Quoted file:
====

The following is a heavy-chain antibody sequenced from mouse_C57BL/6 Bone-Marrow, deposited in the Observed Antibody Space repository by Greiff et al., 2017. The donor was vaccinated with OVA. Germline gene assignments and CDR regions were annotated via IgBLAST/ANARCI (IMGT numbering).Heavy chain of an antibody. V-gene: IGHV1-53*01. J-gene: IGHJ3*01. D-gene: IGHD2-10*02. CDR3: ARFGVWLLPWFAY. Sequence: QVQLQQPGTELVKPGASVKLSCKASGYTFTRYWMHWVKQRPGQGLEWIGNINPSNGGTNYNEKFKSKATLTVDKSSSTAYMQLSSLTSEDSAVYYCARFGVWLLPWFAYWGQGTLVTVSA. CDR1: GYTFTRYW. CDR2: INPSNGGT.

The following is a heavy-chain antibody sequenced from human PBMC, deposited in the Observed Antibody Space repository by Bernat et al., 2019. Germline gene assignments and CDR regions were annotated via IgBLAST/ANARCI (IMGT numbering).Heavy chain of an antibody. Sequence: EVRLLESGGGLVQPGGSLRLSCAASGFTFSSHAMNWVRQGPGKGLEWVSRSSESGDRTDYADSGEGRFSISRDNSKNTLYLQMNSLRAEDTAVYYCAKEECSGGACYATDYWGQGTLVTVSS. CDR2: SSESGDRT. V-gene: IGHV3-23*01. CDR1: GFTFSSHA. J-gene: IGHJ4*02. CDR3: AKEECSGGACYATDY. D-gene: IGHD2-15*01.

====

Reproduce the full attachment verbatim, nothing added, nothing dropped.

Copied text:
The following is a heavy-chain antibody sequenced from mouse_C57BL/6 Bone-Marrow, deposited in the Observed Antibody Space repository by Greiff et al., 2017. The donor was vaccinated with OVA. Germline gene assignments and CDR regions were annotated via IgBLAST/ANARCI (IMGT numbering).Heavy chain of an antibody. V-gene: IGHV1-53*01. J-gene: IGHJ3*01. D-gene: IGHD2-10*02. CDR3: ARFGVWLLPWFAY. Sequence: QVQLQQPGTELVKPGASVKLSCKASGYTFTRYWMHWVKQRPGQGLEWIGNINPSNGGTNYNEKFKSKATLTVDKSSSTAYMQLSSLTSEDSAVYYCARFGVWLLPWFAYWGQGTLVTVSA. CDR1: GYTFTRYW. CDR2: INPSNGGT.

The following is a heavy-chain antibody sequenced from human PBMC, deposited in the Observed Antibody Space repository by Bernat et al., 2019. Germline gene assignments and CDR regions were annotated via IgBLAST/ANARCI (IMGT numbering).Heavy chain of an antibody. Sequence: EVRLLESGGGLVQPGGSLRLSCAASGFTFSSHAMNWVRQGPGKGLEWVSRSSESGDRTDYADSGEGRFSISRDNSKNTLYLQMNSLRAEDTAVYYCAKEECSGGACYATDYWGQGTLVTVSS. CDR2: SSESGDRT. V-gene: IGHV3-23*01. CDR1: GFTFSSHA. J-gene: IGHJ4*02. CDR3: AKEECSGGACYATDY. D-gene: IGHD2-15*01.